Long story short, I built the first-ever AI that predicts blood glucose levels about one to three hours into the future. The reason I did this—the reason I suspect no one had done it before—isn’t because I’m some astounding genius, but because of a confluence of one terrible piece of bad news, and then some good news. It just so happened that a mom, who was also a biological computational scientist, was able to look at her son’s blood glucose levels recorded throughout a day and came to understand that she knew how his day was going. 

We’re building a new version now, in fact, that only uses the continuous glucose monitor (and no other data), and can still predict a solid hour into the future and throughout the entire night. Once we get it robust enough, we’ll start working with partners: partner organizations that then go to the FDA and work through the details.

This has the opportunity to be truly transformative, but at the heart of this story is heart. You had to see a little boy’s life story in those numbers—something more than just the biophysics of insulin release and digestion—before you realized there was actually something to predict. 

2) Find a leader who knows how to solve the problem without AI and build a diverse team.

For anyone putting together teams to work in AI in medicine or any domain, when you’re finding the leader of that team, ask them how they would solve the problem if they didn’t have AI. If they don’t have a good answer to that, AI is not going to help them. It is not a magic wand or a fancy black box that solves problems for you. You have to solve the problem. AI is a tool that can transform that process.

Secondly, that team needs to be diverse. They need to understand all the different aspects of the problem being addressed. You can come up with an amazing solution but if the patient doesn’t take the drug, or if they can’t take it on the regular basis needed, then it doesn’t matter what the AI can do….you will still have the bad outcomes.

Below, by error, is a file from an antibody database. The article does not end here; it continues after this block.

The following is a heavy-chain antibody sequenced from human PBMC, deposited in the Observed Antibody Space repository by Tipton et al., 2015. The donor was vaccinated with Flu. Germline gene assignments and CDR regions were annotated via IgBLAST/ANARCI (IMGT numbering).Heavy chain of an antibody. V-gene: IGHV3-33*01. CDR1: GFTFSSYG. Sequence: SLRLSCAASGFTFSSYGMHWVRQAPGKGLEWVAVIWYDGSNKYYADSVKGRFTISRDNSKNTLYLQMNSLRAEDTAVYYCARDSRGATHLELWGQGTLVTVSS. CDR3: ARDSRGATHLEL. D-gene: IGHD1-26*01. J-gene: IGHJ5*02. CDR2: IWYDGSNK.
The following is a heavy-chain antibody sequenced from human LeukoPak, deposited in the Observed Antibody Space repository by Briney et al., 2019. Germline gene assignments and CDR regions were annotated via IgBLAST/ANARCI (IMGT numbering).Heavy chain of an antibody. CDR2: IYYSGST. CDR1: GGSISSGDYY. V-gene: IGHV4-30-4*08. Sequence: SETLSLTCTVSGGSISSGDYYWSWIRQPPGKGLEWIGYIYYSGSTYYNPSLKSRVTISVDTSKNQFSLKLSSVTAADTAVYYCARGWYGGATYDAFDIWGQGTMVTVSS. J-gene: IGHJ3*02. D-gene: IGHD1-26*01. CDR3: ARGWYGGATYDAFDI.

You need to understand these problems much more holistically than is currently done in AI if you truly want to make a difference. That starts with a highly interdisciplinary team that can come up with solutions that aren’t constrained by AI but rather accelerated by AI, which is very different to the current way of thinking about using machine learning 

3) Be transformative yet mindful of the challenges.

What you need to build AI for is the inevitable outcome. In some cases, these are easy, like building it straight into some imaging technology where it’s going to enhance the image and provide some extra guidance. In that case, you’re not asking anybody to change their behaviors or do anything different.

I’m encouraging everyone now, if they’re thinking about using AI in hiring, in medicine, in any domain that involves people, to do that aspirational thing. Really think about doing something transformative, but also keep in mind all of the additional work it will take to change peoples’ behaviors to truly support the system. 

Will the doctors actually use this system? Will the nurses trust the advice that your AI is providing? Will the patients feel that they have agency when they’re using the system? If the answer to any of those questions is “maybe”, then they won’t change and your whole system will be useless.

Vivienne Ming, PhD is frequently featured for her research and inventions in The Financial Times, The Atlantic, The Guardian, Quartz and the New York Times. Dr. Vivienne Ming is a theoretical neuroscientist, entrepreneur, and author. She co-founded Socos Labs, her fifth company, an independent institute exploring the future of human potential. In her free time, Vivienne has invented AI systems to help treat her diabetic son, predict manic episodes in bipolar sufferers weeks in advance, and reunited orphan refugees with extended family members.


  1. Richtel. (2013). Article available from: [Accessed July 2021]
  2. Steptoe et al. (2017). Proceedings of the National Academy of Sciences 114, 4354-4359
  3. Golstein. (2018). Article available from [Accessed July 2021]
  4. Steptoe et al. (2019). Proceedings of the National Academy of Sciences 116, 1207-121